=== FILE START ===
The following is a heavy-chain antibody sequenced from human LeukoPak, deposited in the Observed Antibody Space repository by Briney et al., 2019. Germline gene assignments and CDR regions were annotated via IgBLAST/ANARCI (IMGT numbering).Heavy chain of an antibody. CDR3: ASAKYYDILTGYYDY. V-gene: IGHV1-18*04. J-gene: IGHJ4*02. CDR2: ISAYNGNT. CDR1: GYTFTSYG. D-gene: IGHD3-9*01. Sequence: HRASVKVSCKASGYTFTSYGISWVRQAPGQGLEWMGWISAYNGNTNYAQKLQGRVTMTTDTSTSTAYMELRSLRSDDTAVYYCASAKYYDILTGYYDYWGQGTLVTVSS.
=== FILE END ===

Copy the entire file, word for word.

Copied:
The following is a heavy-chain antibody sequenced from human LeukoPak, deposited in the Observed Antibody Space repository by Briney et al., 2019. Germline gene assignments and CDR regions were annotated via IgBLAST/ANARCI (IMGT numbering).Heavy chain of an antibody. CDR3: ASAKYYDILTGYYDY. V-gene: IGHV1-18*04. J-gene: IGHJ4*02. CDR2: ISAYNGNT. CDR1: GYTFTSYG. D-gene: IGHD3-9*01. Sequence: HRASVKVSCKASGYTFTSYGISWVRQAPGQGLEWMGWISAYNGNTNYAQKLQGRVTMTTDTSTSTAYMELRSLRSDDTAVYYCASAKYYDILTGYYDYWGQGTLVTVSS.